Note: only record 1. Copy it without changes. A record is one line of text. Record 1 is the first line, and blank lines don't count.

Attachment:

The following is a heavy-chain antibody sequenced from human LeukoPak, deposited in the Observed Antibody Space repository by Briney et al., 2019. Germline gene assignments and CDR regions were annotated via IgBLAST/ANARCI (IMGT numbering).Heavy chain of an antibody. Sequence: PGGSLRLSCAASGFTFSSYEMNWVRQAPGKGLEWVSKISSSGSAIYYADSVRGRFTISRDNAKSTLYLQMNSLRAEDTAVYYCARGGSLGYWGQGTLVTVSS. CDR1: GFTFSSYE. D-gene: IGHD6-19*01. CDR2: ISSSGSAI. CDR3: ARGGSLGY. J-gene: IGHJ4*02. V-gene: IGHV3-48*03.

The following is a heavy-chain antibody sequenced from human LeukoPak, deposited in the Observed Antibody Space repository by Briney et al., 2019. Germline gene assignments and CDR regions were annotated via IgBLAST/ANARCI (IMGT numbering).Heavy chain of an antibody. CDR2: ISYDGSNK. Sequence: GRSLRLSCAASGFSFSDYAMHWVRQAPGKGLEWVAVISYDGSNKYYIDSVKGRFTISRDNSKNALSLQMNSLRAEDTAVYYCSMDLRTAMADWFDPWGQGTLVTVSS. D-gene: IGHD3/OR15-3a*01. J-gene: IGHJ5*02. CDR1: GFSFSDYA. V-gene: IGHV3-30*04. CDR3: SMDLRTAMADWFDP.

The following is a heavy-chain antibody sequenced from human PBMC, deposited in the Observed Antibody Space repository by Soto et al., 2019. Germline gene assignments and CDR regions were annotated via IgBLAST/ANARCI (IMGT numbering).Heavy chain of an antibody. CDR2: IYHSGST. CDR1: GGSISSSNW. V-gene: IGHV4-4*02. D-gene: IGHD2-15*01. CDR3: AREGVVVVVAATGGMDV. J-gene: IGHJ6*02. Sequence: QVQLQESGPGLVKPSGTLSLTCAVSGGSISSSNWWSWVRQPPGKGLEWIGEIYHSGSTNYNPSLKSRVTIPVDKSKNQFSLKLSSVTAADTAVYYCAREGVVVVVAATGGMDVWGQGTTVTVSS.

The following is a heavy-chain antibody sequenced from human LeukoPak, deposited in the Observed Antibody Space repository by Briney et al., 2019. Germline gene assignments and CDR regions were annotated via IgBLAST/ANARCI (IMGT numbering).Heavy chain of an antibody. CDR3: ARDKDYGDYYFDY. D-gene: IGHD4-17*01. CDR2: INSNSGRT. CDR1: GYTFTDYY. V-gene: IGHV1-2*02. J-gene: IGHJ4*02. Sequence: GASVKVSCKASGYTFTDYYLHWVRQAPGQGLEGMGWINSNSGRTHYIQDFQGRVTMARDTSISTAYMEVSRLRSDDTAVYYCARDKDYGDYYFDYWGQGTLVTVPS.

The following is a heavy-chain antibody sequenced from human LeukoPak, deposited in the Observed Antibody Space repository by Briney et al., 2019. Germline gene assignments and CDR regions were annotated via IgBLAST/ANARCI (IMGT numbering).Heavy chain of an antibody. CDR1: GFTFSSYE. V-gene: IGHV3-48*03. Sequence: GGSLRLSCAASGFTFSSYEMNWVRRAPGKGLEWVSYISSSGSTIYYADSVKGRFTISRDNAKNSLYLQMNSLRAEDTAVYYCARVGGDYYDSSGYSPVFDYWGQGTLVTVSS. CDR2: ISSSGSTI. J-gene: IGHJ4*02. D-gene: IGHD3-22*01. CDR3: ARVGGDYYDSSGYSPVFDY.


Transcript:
The following is a heavy-chain antibody sequenced from human LeukoPak, deposited in the Observed Antibody Space repository by Briney et al., 2019. Germline gene assignments and CDR regions were annotated via IgBLAST/ANARCI (IMGT numbering).Heavy chain of an antibody. Sequence: PGGSLRLSCAASGFTFSSYEMNWVRQAPGKGLEWVSKISSSGSAIYYADSVRGRFTISRDNAKSTLYLQMNSLRAEDTAVYYCARGGSLGYWGQGTLVTVSS. CDR1: GFTFSSYE. D-gene: IGHD6-19*01. CDR2: ISSSGSAI. CDR3: ARGGSLGY. J-gene: IGHJ4*02. V-gene: IGHV3-48*03.